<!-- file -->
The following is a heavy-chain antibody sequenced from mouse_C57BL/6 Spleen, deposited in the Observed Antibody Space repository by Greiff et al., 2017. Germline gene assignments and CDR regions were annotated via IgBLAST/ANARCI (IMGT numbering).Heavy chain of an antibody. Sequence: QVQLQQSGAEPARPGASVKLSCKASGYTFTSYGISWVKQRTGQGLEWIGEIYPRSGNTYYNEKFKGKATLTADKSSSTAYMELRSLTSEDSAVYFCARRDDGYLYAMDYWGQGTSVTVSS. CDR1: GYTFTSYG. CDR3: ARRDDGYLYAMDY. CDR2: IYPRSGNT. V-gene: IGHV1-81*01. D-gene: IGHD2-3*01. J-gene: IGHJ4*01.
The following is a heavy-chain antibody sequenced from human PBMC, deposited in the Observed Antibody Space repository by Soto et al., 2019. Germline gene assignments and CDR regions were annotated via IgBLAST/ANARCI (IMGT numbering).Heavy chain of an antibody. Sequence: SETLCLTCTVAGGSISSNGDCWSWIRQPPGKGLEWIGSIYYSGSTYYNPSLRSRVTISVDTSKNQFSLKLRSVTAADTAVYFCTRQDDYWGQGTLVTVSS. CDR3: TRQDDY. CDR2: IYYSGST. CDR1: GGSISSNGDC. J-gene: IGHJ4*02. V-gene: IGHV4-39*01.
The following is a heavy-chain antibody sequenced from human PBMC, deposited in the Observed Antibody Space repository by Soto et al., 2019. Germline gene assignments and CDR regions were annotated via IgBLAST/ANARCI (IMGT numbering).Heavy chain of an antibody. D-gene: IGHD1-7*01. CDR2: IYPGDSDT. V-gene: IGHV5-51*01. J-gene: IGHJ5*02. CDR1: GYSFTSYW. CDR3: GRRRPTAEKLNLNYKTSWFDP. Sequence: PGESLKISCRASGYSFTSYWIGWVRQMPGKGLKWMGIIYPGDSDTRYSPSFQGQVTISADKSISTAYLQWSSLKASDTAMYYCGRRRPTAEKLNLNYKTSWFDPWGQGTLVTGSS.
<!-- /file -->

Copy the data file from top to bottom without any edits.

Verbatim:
The following is a heavy-chain antibody sequenced from mouse_C57BL/6 Spleen, deposited in the Observed Antibody Space repository by Greiff et al., 2017. Germline gene assignments and CDR regions were annotated via IgBLAST/ANARCI (IMGT numbering).Heavy chain of an antibody. Sequence: QVQLQQSGAEPARPGASVKLSCKASGYTFTSYGISWVKQRTGQGLEWIGEIYPRSGNTYYNEKFKGKATLTADKSSSTAYMELRSLTSEDSAVYFCARRDDGYLYAMDYWGQGTSVTVSS. CDR1: GYTFTSYG. CDR3: ARRDDGYLYAMDY. CDR2: IYPRSGNT. V-gene: IGHV1-81*01. D-gene: IGHD2-3*01. J-gene: IGHJ4*01.
The following is a heavy-chain antibody sequenced from human PBMC, deposited in the Observed Antibody Space repository by Soto et al., 2019. Germline gene assignments and CDR regions were annotated via IgBLAST/ANARCI (IMGT numbering).Heavy chain of an antibody. Sequence: SETLCLTCTVAGGSISSNGDCWSWIRQPPGKGLEWIGSIYYSGSTYYNPSLRSRVTISVDTSKNQFSLKLRSVTAADTAVYFCTRQDDYWGQGTLVTVSS. CDR3: TRQDDY. CDR2: IYYSGST. CDR1: GGSISSNGDC. J-gene: IGHJ4*02. V-gene: IGHV4-39*01.
The following is a heavy-chain antibody sequenced from human PBMC, deposited in the Observed Antibody Space repository by Soto et al., 2019. Germline gene assignments and CDR regions were annotated via IgBLAST/ANARCI (IMGT numbering).Heavy chain of an antibody. D-gene: IGHD1-7*01. CDR2: IYPGDSDT. V-gene: IGHV5-51*01. J-gene: IGHJ5*02. CDR1: GYSFTSYW. CDR3: GRRRPTAEKLNLNYKTSWFDP. Sequence: PGESLKISCRASGYSFTSYWIGWVRQMPGKGLKWMGIIYPGDSDTRYSPSFQGQVTISADKSISTAYLQWSSLKASDTAMYYCGRRRPTAEKLNLNYKTSWFDPWGQGTLVTGSS.